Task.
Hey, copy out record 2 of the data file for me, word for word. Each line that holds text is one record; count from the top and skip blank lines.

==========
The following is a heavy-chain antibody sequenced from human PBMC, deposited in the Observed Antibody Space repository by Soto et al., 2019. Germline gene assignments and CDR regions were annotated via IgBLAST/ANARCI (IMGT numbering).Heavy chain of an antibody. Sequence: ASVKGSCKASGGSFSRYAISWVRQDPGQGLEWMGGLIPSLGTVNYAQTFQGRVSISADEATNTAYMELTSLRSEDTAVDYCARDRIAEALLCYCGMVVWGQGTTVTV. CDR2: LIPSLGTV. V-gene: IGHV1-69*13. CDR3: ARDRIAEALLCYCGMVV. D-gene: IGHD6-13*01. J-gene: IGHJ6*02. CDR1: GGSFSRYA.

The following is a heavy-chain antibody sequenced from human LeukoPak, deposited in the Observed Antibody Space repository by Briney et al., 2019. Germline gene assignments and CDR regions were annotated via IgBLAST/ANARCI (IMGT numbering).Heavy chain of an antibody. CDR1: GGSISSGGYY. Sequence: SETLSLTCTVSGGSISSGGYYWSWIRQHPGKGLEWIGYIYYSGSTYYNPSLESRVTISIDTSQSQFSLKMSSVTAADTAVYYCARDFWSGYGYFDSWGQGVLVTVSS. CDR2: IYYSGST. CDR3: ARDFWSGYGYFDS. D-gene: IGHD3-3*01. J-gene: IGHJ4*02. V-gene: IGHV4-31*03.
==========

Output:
The following is a heavy-chain antibody sequenced from human LeukoPak, deposited in the Observed Antibody Space repository by Briney et al., 2019. Germline gene assignments and CDR regions were annotated via IgBLAST/ANARCI (IMGT numbering).Heavy chain of an antibody. CDR1: GGSISSGGYY. Sequence: SETLSLTCTVSGGSISSGGYYWSWIRQHPGKGLEWIGYIYYSGSTYYNPSLESRVTISIDTSQSQFSLKMSSVTAADTAVYYCARDFWSGYGYFDSWGQGVLVTVSS. CDR2: IYYSGST. CDR3: ARDFWSGYGYFDS. D-gene: IGHD3-3*01. J-gene: IGHJ4*02. V-gene: IGHV4-31*03.